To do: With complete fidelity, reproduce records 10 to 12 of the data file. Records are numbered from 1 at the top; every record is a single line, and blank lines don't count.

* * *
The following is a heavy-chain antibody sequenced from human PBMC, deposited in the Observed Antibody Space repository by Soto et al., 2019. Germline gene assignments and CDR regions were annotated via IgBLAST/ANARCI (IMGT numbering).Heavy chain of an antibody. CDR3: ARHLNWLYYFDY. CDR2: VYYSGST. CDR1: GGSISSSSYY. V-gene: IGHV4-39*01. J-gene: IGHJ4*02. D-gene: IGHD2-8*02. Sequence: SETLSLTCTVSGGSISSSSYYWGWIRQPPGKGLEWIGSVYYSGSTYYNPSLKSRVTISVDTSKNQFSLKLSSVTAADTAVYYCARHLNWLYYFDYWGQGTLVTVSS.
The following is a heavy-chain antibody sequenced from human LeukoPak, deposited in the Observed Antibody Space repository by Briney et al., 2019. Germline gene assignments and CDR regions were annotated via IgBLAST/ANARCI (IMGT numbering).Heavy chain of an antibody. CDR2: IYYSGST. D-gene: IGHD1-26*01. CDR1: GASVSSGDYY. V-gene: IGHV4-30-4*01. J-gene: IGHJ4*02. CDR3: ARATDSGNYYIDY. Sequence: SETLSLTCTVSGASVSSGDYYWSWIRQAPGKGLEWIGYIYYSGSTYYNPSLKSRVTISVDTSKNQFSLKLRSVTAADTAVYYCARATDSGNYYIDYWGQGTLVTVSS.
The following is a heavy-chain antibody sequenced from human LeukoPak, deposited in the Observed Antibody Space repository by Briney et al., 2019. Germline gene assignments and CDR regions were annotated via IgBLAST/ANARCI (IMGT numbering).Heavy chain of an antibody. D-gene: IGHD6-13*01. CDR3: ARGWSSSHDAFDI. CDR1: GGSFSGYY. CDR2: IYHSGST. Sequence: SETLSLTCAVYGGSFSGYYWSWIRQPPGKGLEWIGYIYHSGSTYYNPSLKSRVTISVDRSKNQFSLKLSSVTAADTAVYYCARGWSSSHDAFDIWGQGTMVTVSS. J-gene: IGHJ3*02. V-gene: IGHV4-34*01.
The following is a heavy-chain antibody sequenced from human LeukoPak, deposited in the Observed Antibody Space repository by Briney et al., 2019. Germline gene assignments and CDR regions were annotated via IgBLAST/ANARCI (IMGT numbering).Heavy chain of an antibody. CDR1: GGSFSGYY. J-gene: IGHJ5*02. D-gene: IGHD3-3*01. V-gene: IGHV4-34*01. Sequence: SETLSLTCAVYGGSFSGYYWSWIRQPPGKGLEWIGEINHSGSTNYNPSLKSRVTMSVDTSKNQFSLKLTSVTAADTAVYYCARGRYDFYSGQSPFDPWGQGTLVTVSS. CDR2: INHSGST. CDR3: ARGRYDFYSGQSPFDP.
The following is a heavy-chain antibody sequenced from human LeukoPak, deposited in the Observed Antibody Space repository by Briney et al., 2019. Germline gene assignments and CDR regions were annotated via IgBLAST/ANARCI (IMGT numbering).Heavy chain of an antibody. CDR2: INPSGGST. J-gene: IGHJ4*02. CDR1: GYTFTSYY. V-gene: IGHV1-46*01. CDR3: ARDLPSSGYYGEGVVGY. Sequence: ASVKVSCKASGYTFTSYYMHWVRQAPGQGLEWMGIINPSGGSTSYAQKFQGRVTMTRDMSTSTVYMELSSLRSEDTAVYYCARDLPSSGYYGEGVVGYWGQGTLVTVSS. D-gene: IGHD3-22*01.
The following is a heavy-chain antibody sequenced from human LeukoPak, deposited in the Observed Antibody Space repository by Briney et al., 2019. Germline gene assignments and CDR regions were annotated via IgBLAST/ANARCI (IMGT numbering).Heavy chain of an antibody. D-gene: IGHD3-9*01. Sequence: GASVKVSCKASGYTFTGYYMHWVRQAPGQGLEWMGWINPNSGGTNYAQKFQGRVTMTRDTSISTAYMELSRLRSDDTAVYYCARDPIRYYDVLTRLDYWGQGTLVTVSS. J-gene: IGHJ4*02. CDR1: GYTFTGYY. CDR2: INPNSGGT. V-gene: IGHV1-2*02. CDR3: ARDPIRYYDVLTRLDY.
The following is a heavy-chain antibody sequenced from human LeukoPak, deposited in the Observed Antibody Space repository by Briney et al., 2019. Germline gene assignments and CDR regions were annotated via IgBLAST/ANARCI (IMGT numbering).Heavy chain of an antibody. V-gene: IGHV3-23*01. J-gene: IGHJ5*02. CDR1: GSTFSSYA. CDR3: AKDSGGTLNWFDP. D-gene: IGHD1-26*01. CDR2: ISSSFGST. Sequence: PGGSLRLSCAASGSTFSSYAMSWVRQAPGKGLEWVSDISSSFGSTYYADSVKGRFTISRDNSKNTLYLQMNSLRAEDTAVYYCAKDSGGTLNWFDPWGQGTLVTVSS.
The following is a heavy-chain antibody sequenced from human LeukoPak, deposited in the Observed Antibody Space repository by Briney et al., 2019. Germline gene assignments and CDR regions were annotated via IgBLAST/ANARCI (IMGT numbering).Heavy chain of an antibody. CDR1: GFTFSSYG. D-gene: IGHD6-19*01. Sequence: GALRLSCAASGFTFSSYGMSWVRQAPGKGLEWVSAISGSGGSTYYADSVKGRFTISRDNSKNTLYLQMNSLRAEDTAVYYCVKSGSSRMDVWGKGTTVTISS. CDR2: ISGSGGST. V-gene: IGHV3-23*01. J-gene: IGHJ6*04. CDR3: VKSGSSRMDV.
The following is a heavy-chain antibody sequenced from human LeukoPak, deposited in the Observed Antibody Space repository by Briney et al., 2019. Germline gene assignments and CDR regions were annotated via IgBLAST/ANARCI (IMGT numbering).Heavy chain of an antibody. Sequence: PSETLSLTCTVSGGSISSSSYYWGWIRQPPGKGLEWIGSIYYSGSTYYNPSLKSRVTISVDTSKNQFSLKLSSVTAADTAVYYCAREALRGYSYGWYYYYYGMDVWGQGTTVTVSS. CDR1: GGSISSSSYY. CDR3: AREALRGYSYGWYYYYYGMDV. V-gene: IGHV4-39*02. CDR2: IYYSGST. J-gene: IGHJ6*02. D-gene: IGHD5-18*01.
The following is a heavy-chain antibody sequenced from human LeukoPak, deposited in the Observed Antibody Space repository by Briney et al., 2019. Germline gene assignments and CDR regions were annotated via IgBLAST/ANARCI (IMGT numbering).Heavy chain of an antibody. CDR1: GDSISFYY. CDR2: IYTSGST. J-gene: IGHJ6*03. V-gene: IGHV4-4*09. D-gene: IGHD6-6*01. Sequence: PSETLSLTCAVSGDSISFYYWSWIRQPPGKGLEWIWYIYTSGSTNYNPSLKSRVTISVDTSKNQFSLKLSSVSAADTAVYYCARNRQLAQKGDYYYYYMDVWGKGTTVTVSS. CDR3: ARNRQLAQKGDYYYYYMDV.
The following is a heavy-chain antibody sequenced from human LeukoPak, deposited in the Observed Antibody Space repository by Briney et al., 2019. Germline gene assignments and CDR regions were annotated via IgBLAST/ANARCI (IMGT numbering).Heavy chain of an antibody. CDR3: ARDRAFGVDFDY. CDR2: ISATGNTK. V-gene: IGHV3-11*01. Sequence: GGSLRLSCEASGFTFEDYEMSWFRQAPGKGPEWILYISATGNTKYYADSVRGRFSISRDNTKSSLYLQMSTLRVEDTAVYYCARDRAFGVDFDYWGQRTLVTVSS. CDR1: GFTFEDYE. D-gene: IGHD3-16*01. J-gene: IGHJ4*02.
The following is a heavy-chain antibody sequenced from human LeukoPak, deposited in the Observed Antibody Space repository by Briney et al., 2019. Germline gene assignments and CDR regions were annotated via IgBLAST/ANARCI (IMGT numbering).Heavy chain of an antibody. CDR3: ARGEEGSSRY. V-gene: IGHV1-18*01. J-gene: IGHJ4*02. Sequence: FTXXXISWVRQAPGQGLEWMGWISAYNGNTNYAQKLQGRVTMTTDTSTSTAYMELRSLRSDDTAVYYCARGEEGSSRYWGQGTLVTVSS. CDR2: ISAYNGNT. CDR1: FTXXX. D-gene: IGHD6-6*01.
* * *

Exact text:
The following is a heavy-chain antibody sequenced from human LeukoPak, deposited in the Observed Antibody Space repository by Briney et al., 2019. Germline gene assignments and CDR regions were annotated via IgBLAST/ANARCI (IMGT numbering).Heavy chain of an antibody. CDR1: GDSISFYY. CDR2: IYTSGST. J-gene: IGHJ6*03. V-gene: IGHV4-4*09. D-gene: IGHD6-6*01. Sequence: PSETLSLTCAVSGDSISFYYWSWIRQPPGKGLEWIWYIYTSGSTNYNPSLKSRVTISVDTSKNQFSLKLSSVSAADTAVYYCARNRQLAQKGDYYYYYMDVWGKGTTVTVSS. CDR3: ARNRQLAQKGDYYYYYMDV.
The following is a heavy-chain antibody sequenced from human LeukoPak, deposited in the Observed Antibody Space repository by Briney et al., 2019. Germline gene assignments and CDR regions were annotated via IgBLAST/ANARCI (IMGT numbering).Heavy chain of an antibody. CDR3: ARDRAFGVDFDY. CDR2: ISATGNTK. V-gene: IGHV3-11*01. Sequence: GGSLRLSCEASGFTFEDYEMSWFRQAPGKGPEWILYISATGNTKYYADSVRGRFSISRDNTKSSLYLQMSTLRVEDTAVYYCARDRAFGVDFDYWGQRTLVTVSS. CDR1: GFTFEDYE. D-gene: IGHD3-16*01. J-gene: IGHJ4*02.
The following is a heavy-chain antibody sequenced from human LeukoPak, deposited in the Observed Antibody Space repository by Briney et al., 2019. Germline gene assignments and CDR regions were annotated via IgBLAST/ANARCI (IMGT numbering).Heavy chain of an antibody. CDR3: ARGEEGSSRY. V-gene: IGHV1-18*01. J-gene: IGHJ4*02. Sequence: FTXXXISWVRQAPGQGLEWMGWISAYNGNTNYAQKLQGRVTMTTDTSTSTAYMELRSLRSDDTAVYYCARGEEGSSRYWGQGTLVTVSS. CDR2: ISAYNGNT. CDR1: FTXXX. D-gene: IGHD6-6*01.